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JEWELRY TALKS

A NOVEL THESIS

Seamless, sophisticated, and compelling: fiction that wears its learning lightly, makes “gender” become again something...

Klein (Cigarettes Are Sublime, 1993; Eat Fat, 1996) adds to the recent spate of novels without events (or with mighty few). And he does so brilliantly, in a book riveting to anybody interested in sex, celebrities, monarchies, gossip, history—or jewelry.

Lucky is the girl named Zeem, who, though invisible in these pages, is the one to whom they’re all addressed: by her great-uncle (last name Zinzo), who is nearing death, who will bequeath to Zeem his entire collection of jewelry (inherited from his courtesan mother), and who has always wished he’d been a woman, trying all his life to live as one—earning the wrath of Zeem’s “sonofabitch of a father,” a character also invisible in these pages. But who needs him? Who needs anyone else when uncle Zinzo is here, talking endlessly, abstrusely, wonderfully, not just about his own life but about the lives of those who have fascinated him most: Coco Chanel, the Duchess of Windsor (along with a choice bit or two about the Duke), Elizabeth Taylor, Katharine Hepburn, and a good handful of the most remarkable (sexually and in other ways) denizens of the court of the Louis XIV. “I am my jewelry,” declares Zinzo at one point, while elsewhere (amid his many admonitions to Zeem about femininity, poise, dress, manner, etc.) he explains that “I’ve assumed the project of wearing jewelry like a woman because it strikes me as the highest form of prayer.” What could he mean? Enter, dear reader, and find out, along with info about his years as a female dancer at the Alcazar in Paris “in the fifties,” his meeting of his life-partner Amad (a female, technically), his learning the “secret language of jewelry” (my, my, such things it says—and sees), and much, much more.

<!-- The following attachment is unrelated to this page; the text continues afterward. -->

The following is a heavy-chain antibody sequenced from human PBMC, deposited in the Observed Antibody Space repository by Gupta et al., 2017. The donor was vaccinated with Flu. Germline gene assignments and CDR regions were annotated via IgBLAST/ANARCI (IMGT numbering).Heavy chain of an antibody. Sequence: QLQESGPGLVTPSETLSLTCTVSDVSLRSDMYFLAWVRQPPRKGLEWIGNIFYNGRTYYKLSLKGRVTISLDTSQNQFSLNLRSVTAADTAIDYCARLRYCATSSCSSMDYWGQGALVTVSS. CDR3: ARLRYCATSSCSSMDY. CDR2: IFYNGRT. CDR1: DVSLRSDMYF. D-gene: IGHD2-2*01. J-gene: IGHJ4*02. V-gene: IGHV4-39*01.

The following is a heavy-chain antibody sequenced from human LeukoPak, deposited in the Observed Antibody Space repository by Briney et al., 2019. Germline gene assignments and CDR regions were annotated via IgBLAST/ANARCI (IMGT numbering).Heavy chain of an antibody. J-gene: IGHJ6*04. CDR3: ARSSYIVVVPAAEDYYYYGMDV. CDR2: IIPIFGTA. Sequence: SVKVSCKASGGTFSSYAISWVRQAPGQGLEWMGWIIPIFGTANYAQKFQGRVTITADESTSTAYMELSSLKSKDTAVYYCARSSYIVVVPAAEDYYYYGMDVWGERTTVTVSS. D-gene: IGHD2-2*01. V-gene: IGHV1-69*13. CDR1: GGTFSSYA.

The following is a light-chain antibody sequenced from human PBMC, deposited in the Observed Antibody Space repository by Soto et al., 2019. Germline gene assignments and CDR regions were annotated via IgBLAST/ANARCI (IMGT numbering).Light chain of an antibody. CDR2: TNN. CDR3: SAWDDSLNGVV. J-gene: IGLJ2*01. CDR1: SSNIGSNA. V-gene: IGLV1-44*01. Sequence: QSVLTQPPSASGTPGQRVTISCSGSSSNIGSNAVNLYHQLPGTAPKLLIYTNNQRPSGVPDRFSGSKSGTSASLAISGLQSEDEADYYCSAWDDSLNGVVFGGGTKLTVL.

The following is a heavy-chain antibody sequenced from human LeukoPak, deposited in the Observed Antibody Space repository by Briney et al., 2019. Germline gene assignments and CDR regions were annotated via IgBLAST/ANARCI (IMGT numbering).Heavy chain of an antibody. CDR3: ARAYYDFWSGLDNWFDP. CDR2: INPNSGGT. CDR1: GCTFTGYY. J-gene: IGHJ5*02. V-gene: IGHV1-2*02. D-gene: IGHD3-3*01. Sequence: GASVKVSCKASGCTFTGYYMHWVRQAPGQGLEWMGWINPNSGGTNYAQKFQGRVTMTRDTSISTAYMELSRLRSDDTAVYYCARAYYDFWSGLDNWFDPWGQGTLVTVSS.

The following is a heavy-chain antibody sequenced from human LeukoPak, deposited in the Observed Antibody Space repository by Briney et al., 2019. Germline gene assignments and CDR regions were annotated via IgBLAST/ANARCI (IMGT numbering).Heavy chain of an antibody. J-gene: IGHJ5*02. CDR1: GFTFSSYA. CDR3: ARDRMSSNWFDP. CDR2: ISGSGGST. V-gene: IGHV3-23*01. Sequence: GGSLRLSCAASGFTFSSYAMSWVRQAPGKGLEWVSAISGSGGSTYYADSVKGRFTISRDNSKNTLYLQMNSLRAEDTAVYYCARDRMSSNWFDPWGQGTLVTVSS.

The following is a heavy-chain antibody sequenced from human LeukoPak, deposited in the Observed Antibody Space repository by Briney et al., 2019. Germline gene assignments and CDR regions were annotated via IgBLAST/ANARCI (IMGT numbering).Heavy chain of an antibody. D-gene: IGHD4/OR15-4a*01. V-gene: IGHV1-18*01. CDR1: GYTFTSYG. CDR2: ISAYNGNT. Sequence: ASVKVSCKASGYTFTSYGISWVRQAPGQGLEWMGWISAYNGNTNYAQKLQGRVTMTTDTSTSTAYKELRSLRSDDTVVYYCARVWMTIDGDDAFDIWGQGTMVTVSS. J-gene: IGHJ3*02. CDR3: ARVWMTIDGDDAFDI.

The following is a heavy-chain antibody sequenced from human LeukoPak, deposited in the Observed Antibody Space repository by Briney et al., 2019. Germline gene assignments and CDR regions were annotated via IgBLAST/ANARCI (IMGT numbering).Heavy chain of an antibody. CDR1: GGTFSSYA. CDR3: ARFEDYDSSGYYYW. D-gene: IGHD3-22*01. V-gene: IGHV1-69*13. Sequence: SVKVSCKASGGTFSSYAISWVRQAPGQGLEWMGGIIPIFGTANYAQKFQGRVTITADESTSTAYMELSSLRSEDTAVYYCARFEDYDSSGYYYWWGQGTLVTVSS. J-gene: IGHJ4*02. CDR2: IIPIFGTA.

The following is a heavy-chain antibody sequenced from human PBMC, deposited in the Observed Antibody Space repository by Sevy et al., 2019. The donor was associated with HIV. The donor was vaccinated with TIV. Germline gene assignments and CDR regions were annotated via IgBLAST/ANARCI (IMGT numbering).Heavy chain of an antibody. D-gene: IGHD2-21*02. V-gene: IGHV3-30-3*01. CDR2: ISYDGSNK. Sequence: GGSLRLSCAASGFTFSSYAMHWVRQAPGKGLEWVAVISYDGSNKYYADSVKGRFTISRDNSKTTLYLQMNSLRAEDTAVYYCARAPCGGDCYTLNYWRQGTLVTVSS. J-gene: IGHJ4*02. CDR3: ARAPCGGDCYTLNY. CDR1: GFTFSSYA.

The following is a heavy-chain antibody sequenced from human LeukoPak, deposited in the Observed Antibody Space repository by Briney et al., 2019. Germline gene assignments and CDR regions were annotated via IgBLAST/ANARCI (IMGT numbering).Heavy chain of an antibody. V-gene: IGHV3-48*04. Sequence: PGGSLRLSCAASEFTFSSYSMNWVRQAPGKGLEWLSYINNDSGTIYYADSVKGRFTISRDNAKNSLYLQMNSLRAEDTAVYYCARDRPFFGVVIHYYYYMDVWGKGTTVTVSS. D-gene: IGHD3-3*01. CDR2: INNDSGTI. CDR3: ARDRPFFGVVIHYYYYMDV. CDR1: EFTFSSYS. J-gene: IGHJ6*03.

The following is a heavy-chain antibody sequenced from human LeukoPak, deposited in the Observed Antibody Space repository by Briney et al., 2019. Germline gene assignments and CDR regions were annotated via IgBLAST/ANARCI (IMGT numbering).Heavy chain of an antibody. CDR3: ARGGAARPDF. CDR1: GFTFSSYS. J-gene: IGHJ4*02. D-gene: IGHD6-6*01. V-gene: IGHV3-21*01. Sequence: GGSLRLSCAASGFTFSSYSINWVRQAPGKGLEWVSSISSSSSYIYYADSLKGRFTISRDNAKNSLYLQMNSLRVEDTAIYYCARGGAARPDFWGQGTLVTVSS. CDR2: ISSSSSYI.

Seamless, sophisticated, and compelling: fiction that wears its learning lightly, makes “gender” become again something fascinating, and weaves out of words a richer dish by far than another old “story” might ever be.

Pub Date: July 5, 2001

ISBN: 0-679-44198-0

Page Count: 240

Publisher: Pantheon

Review Posted Online: May 19, 2010

Kirkus Reviews Issue: May 1, 2001

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THE MOST FUN WE EVER HAD

Characters flip between bottomless self-regard and pitiless self-loathing while, as late as the second-to-last chapter, yet...